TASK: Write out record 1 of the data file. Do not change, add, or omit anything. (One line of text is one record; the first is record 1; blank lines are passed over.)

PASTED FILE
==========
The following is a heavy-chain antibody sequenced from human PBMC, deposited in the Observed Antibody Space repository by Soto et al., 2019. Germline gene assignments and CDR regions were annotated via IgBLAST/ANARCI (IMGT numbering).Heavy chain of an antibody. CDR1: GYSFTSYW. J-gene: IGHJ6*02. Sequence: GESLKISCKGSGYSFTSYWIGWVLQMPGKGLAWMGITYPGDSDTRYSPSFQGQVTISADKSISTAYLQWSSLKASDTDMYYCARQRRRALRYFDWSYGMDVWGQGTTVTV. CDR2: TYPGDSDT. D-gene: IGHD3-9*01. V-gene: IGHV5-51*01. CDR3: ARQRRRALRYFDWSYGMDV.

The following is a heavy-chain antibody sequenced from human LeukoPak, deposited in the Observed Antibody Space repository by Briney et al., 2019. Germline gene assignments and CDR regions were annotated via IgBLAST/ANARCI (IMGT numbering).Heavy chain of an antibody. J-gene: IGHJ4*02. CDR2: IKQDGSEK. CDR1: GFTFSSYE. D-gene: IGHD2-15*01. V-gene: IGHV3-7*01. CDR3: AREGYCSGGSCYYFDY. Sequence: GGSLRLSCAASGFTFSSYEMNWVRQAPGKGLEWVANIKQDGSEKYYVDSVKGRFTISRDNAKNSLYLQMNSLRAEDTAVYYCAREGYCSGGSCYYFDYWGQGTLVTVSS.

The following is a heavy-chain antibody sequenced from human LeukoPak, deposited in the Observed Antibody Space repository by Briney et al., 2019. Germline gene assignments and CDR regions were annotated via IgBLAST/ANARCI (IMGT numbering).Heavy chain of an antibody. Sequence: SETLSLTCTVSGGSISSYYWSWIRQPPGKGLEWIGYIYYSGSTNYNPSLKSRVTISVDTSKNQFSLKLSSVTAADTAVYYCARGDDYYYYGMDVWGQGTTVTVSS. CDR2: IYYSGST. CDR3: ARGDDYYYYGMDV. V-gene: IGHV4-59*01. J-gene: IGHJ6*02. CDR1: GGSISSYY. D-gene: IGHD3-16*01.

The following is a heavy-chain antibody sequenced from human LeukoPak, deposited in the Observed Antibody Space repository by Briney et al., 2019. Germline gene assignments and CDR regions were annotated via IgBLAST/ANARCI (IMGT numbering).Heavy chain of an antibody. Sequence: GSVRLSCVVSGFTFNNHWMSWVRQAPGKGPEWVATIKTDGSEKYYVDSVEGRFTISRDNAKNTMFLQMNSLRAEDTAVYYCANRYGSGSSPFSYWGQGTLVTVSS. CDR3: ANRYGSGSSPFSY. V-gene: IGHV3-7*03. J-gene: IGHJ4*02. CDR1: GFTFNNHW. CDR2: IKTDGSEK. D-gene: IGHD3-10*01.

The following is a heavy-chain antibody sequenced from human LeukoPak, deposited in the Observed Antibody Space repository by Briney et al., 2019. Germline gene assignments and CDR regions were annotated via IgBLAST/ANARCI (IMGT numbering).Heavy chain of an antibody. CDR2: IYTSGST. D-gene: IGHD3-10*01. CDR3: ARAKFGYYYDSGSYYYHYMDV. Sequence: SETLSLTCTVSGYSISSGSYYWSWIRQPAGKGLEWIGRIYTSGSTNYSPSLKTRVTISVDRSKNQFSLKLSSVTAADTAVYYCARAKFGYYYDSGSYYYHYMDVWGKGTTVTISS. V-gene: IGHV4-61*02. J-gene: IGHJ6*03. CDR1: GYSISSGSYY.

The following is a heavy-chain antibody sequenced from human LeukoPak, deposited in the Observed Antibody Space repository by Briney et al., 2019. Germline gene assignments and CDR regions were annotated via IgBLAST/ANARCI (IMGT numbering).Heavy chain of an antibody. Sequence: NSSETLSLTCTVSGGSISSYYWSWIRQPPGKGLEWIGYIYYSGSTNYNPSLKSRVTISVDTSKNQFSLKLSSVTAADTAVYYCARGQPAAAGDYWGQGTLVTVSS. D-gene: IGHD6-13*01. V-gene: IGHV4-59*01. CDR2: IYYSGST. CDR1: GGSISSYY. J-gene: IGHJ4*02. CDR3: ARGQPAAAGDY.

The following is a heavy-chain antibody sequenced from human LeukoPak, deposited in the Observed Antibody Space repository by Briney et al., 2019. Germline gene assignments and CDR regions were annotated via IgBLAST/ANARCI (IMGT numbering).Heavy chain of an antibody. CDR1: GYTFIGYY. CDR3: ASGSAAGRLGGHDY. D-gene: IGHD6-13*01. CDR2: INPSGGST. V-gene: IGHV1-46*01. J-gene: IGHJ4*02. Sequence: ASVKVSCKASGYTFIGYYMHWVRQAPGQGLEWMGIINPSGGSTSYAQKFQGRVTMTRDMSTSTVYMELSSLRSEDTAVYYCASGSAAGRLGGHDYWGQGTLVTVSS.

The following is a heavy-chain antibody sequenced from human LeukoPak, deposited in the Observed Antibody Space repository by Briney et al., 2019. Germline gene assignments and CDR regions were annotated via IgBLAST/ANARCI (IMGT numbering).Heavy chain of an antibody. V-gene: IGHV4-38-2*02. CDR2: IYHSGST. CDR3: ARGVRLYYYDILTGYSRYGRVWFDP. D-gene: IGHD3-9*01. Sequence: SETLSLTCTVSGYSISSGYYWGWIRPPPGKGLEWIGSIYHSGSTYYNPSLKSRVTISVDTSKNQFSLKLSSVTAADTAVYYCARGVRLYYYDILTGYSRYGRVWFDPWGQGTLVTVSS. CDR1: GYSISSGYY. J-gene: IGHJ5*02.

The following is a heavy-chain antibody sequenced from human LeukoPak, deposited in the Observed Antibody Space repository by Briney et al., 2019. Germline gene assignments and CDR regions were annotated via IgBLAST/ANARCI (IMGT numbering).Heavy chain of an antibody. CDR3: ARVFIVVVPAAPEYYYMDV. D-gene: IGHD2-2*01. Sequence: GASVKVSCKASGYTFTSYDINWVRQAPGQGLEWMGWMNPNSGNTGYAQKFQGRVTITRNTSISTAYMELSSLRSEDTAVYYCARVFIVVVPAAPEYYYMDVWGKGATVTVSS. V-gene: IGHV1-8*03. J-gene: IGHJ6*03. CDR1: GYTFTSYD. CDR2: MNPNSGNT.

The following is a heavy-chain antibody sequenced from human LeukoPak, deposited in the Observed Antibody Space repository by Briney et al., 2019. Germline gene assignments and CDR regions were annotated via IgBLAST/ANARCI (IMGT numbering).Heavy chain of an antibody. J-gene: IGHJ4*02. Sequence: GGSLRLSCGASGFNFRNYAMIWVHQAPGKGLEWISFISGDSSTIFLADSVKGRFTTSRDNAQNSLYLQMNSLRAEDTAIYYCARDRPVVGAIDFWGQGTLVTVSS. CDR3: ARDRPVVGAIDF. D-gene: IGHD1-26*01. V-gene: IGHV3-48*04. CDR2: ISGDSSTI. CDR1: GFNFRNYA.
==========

The following is a heavy-chain antibody sequenced from human PBMC, deposited in the Observed Antibody Space repository by Soto et al., 2019. Germline gene assignments and CDR regions were annotated via IgBLAST/ANARCI (IMGT numbering).Heavy chain of an antibody. CDR1: GYSFTSYW. J-gene: IGHJ6*02. Sequence: GESLKISCKGSGYSFTSYWIGWVLQMPGKGLAWMGITYPGDSDTRYSPSFQGQVTISADKSISTAYLQWSSLKASDTDMYYCARQRRRALRYFDWSYGMDVWGQGTTVTV. CDR2: TYPGDSDT. D-gene: IGHD3-9*01. V-gene: IGHV5-51*01. CDR3: ARQRRRALRYFDWSYGMDV.